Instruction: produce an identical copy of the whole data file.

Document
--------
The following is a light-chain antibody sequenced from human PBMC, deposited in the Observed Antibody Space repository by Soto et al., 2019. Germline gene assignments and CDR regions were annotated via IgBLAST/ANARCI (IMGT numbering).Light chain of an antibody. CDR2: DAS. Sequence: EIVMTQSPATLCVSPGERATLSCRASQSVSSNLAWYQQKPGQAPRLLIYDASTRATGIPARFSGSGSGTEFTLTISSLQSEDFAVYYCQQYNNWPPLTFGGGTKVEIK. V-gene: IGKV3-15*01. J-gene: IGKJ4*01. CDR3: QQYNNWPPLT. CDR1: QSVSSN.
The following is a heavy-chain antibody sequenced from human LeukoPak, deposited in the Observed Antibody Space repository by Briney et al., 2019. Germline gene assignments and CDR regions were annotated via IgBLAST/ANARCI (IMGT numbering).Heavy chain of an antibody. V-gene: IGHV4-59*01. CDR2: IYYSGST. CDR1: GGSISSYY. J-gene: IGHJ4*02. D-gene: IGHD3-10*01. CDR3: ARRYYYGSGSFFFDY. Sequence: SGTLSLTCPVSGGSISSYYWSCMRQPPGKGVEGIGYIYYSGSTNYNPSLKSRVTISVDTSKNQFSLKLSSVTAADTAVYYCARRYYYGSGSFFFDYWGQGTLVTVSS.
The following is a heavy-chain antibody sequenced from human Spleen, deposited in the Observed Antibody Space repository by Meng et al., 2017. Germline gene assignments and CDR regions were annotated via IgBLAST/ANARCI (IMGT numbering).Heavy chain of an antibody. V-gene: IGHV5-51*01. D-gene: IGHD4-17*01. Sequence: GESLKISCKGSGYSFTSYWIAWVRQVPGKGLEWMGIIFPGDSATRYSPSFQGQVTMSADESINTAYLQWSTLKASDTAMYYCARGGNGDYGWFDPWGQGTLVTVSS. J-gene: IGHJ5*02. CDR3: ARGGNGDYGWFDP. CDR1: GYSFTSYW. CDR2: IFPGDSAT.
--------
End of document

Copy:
The following is a light-chain antibody sequenced from human PBMC, deposited in the Observed Antibody Space repository by Soto et al., 2019. Germline gene assignments and CDR regions were annotated via IgBLAST/ANARCI (IMGT numbering).Light chain of an antibody. CDR2: DAS. Sequence: EIVMTQSPATLCVSPGERATLSCRASQSVSSNLAWYQQKPGQAPRLLIYDASTRATGIPARFSGSGSGTEFTLTISSLQSEDFAVYYCQQYNNWPPLTFGGGTKVEIK. V-gene: IGKV3-15*01. J-gene: IGKJ4*01. CDR3: QQYNNWPPLT. CDR1: QSVSSN.
The following is a heavy-chain antibody sequenced from human LeukoPak, deposited in the Observed Antibody Space repository by Briney et al., 2019. Germline gene assignments and CDR regions were annotated via IgBLAST/ANARCI (IMGT numbering).Heavy chain of an antibody. V-gene: IGHV4-59*01. CDR2: IYYSGST. CDR1: GGSISSYY. J-gene: IGHJ4*02. D-gene: IGHD3-10*01. CDR3: ARRYYYGSGSFFFDY. Sequence: SGTLSLTCPVSGGSISSYYWSCMRQPPGKGVEGIGYIYYSGSTNYNPSLKSRVTISVDTSKNQFSLKLSSVTAADTAVYYCARRYYYGSGSFFFDYWGQGTLVTVSS.
The following is a heavy-chain antibody sequenced from human Spleen, deposited in the Observed Antibody Space repository by Meng et al., 2017. Germline gene assignments and CDR regions were annotated via IgBLAST/ANARCI (IMGT numbering).Heavy chain of an antibody. V-gene: IGHV5-51*01. D-gene: IGHD4-17*01. Sequence: GESLKISCKGSGYSFTSYWIAWVRQVPGKGLEWMGIIFPGDSATRYSPSFQGQVTMSADESINTAYLQWSTLKASDTAMYYCARGGNGDYGWFDPWGQGTLVTVSS. J-gene: IGHJ5*02. CDR3: ARGGNGDYGWFDP. CDR1: GYSFTSYW. CDR2: IFPGDSAT.